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# min_max(+Goal, ?Template, ?Solution, ?C, +Lower, +Upper, +Percent, +Timeout)

Find the solution of Goal that minimizes the maximum of elements of C,
within the bounds set by Lower,Upper and Percent in time not longer than
Timeout.
*+Goal*
- A callable term.
*?Template*
- A term containing all or some of Goal's variables
*?Solution*
- Term to be unified with the minimized Template
*?C*
- A linear term or a list of linear terms.
*+Lower*
- An integer.
*+Upper*
- An integer.
*+Percent*
- An integer.
*+Timeout*
- A number.

## Description

This is the most general version of the min_max predicate with all
options.
If C is a linear term, a solution of the goal Goal is found that
minimizes the value of C. If C is a list of linear terms, the returned
solution minimizes the maximum value of terms in the list. The solution
is found using the branch and bound method; as soon as a partial
solution is found that is worse than a previous solution, the search is
abandoned and a new solution is searched for. The starting assumption
is that the value to minimize is less than Upper and that any value less
than Lower can be considered as a final solution. Moreover, solutions
whose minimized values are closer than Percent % are considered equal.
Every time a new better solution is found, the event 280 is raised, its
default handler prints the current cost.

Solutions will be unified with a copy of Template where the variables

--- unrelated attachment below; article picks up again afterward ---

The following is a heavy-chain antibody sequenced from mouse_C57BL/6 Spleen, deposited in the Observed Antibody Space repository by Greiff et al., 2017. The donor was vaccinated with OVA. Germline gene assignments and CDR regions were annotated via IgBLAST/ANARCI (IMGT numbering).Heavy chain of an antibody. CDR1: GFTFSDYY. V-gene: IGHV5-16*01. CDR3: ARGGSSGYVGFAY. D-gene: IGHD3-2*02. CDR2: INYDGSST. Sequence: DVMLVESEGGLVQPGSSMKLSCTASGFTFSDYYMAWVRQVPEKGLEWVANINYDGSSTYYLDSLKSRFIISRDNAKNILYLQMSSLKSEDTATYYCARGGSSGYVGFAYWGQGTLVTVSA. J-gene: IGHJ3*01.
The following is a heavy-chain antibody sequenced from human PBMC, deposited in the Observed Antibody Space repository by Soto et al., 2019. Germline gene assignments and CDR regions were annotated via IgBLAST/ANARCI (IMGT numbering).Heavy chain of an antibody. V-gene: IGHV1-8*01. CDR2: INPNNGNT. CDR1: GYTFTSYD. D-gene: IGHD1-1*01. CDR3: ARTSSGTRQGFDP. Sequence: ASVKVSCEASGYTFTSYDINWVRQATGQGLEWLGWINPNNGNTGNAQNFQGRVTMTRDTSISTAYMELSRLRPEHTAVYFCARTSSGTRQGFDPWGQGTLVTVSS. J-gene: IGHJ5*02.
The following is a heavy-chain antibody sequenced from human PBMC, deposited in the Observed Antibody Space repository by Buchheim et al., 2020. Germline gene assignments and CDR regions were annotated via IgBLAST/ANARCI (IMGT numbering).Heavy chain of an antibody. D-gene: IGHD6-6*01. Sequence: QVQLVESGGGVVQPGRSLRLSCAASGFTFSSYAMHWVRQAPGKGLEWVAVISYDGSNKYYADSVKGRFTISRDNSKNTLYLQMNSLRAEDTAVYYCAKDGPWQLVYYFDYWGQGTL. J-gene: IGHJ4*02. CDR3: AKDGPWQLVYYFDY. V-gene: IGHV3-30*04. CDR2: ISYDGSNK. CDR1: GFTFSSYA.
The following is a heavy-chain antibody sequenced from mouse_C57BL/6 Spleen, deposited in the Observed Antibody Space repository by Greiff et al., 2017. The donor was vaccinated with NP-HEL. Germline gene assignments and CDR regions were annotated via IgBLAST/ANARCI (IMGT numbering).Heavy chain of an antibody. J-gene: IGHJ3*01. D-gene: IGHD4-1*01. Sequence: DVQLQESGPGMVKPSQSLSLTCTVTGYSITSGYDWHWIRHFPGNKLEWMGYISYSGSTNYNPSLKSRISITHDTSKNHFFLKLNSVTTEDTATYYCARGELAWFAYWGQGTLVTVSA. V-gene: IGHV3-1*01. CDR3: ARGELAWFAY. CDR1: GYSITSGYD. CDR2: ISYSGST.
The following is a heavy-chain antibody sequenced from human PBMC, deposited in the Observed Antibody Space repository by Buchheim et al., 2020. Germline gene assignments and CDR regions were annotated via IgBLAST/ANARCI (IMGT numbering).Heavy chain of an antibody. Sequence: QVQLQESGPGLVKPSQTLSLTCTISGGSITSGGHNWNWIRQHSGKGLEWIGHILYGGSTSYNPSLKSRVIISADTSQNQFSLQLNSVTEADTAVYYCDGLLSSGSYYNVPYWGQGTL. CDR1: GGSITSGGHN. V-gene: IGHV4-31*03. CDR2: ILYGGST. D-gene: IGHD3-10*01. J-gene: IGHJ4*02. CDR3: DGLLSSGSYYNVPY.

are replaced with their minimized values. Typically, the Template will
contain all or a subset of Goal's variables.

If Timeout is not zero, the predicate will stop after Timeout seconds
and report the best solution it has found so far. Calls with specified
Timeout cannot be nested.

All other variants of min_max can be written in terms of min_max/9, eg.

min_max(Goal, Cost) :-
minint(Min), maxint(Max),
min_max(Goal, Goal, Goal, Cost, Min, Max, 0, 0).

### Modules

This predicate is sensitive to its module context (tool predicate, see @/2).
### Fail Conditions

Fails if there is no solution to Goal.
### Resatisfiable

No.
## Examples

% Find the minimal C and bind X to the corresponding value
[eclipse]: X::1..3, C #= 3-X, min_max(indomain(X), X, X, C).
Found a solution with cost 2
Found a solution with cost 1
Found a solution with cost 0
X = 3
C = 0
yes.
% Find the minimal C and don't bind anything
[eclipse]: X::1..3, C #= 3-X, min_max(indomain(X), [], [], C).
Found a solution with cost 2
Found a solution with cost 1
Found a solution with cost 0
X = X{[1..3]}
C = C{[0..2]}
Delayed goals:
-3 + X{[1..3]} + C{[0..2]}#=0
yes.
% Find the minimal C and return it in MinC. Don't bind X or C.
[eclipse]: X::1..3, C #= 3-X, min_max(indomain(X), C, MinC, C).
Found a solution with cost 2
Found a solution with cost 1
Found a solution with cost 0
X = X{[1..3]}
MinC = 0
C = C{[0..2]}
Delayed goals:
-3 + X{[1..3]} + C{[0..2]}#=0
yes.

## See Also

min_max / 2, min_max / 4, min_max / 5, min_max / 6, minimize / 2, minimize / 4, minimize / 5, minimize / 6, minimize / 8